All Amaroks have two optional spring load systems. The heavy-duty 3+2 leaf spring and a 2+1 leaf spring. The 2+1 spring allows for an increased tow limit of 3500kg while the 3+2 spring has a tow limit of 3200kg. The 2+1 spring also reduces the GVM and payload for the cargo area which is 1010 kg compared to the 1041 kg on the 3+2 spring. Either can be selected for any Amarok as a no-cost option.
The V6 Amarok Aventura comes with a raft of standard options. 20” Talca Alloy Wheels, dual- zone climate control, cruise control, premium multi-function display, BiXenon headlights with daytime running lights. You also get auto lights, auto wipers, paddle shift gears, park distance control front and rear with rear view camera, front side windows in heat insulating glass and privacy glass for rear windows, towbar preparation, Chrome Styling Bar or Moulded Sports Bar & Stainless Steel Side Bars, Durabed tray liner and 14-way leather seats.
As for additional options, you can select a mechanical differential lock on the rear axle, roll cover, matte body paint, floor covering – robust rubber, paddle shift levers and seat covering – ‘Vienna’ leather upholstery in Palladium Black.
Much like the previous review of the V6 Highline, I was secretly hoping that our test vehicle would be Ravenna Blue Metallic, which is only available on the Aventura. Yet again, no such luck, it was Indium Grey Metallic. It was an improvement over silver, but nothing exciting. The Amarok Aventura has a slightly different look over the standard model – This model get a sports bar-like panel that extends the visual look of the cabin and flows down the top of the tray with additional trim panels. I like it, probably not as useful as a real sports bar, but it does complement the look of the more adventurous model. You also get stainless steel side bars, and 20” Talca Alloy Wheels only available on the Aventura.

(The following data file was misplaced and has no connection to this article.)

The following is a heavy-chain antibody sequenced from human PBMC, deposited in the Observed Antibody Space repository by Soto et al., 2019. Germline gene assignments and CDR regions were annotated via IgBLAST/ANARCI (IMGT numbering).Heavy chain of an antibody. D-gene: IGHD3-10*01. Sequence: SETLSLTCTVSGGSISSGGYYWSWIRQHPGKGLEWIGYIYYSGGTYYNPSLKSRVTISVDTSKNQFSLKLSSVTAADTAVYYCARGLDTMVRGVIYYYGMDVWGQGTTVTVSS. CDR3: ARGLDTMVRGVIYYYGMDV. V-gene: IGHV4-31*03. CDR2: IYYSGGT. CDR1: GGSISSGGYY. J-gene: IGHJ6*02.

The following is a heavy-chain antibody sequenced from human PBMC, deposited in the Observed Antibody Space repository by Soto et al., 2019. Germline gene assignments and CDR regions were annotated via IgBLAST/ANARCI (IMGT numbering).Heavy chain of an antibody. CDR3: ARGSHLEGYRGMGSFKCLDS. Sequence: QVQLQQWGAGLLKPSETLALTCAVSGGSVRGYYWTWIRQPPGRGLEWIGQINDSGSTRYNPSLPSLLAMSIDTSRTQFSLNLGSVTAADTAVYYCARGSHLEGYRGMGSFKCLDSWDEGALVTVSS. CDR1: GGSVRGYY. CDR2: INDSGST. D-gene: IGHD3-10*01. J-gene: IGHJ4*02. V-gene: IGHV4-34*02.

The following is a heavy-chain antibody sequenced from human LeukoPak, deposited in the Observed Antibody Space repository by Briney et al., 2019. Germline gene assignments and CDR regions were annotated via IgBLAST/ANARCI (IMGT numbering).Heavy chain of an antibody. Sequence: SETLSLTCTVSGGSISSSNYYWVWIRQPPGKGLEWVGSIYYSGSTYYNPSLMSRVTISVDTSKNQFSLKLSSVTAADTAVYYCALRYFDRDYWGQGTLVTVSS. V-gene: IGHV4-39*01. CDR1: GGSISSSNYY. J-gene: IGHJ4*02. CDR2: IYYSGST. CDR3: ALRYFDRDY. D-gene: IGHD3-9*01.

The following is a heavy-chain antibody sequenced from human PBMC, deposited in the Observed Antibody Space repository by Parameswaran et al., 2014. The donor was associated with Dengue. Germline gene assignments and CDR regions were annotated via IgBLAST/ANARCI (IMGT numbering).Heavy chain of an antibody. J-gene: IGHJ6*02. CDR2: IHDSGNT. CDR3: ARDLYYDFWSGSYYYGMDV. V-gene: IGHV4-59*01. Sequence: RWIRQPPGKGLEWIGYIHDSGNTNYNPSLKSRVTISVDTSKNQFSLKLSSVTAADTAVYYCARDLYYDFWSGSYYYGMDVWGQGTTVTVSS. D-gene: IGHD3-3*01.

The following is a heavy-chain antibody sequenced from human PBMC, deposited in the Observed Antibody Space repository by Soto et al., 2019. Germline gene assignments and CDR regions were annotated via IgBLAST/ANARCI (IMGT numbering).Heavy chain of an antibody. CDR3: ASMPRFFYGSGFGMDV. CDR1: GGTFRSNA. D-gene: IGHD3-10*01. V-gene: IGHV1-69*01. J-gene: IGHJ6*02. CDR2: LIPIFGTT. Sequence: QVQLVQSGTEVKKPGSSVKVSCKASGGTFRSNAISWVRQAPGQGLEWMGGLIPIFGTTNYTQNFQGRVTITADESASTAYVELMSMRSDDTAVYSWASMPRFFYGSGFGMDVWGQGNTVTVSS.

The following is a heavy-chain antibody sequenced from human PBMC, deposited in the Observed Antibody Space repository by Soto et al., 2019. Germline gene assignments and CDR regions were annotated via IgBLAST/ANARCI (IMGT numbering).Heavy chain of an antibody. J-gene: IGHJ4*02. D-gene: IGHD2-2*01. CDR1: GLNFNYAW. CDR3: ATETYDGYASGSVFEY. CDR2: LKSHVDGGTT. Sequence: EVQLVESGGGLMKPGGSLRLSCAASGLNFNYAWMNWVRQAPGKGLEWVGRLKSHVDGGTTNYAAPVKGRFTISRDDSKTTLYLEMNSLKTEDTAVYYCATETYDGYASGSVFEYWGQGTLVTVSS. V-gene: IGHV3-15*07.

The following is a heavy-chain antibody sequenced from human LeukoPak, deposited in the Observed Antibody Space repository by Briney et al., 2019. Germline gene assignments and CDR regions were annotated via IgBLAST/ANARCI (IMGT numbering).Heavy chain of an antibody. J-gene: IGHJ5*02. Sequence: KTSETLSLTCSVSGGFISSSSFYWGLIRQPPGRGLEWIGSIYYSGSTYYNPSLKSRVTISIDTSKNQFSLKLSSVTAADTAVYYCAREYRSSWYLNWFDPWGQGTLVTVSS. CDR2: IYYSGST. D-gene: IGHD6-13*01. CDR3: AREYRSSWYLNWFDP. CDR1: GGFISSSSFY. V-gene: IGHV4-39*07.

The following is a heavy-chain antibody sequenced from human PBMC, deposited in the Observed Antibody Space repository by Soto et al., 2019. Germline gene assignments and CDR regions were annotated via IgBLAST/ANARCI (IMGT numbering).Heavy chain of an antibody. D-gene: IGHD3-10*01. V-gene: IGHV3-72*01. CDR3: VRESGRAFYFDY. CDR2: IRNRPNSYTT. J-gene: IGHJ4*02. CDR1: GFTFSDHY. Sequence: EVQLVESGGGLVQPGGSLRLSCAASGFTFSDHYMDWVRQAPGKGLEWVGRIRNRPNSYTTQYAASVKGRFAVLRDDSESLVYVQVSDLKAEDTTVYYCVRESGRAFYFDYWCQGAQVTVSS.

Unlike the Highline, the Aventura spec has an obvious visual change over all the other models, making it feel a bit special. This vehicle had been spec’d with the roller cover and the deck had been lined with the Durabed tray liner. The finish to the inside of the deck was very nice factory finish, unlike some other manufacturers’ third-party tough-deck accessories.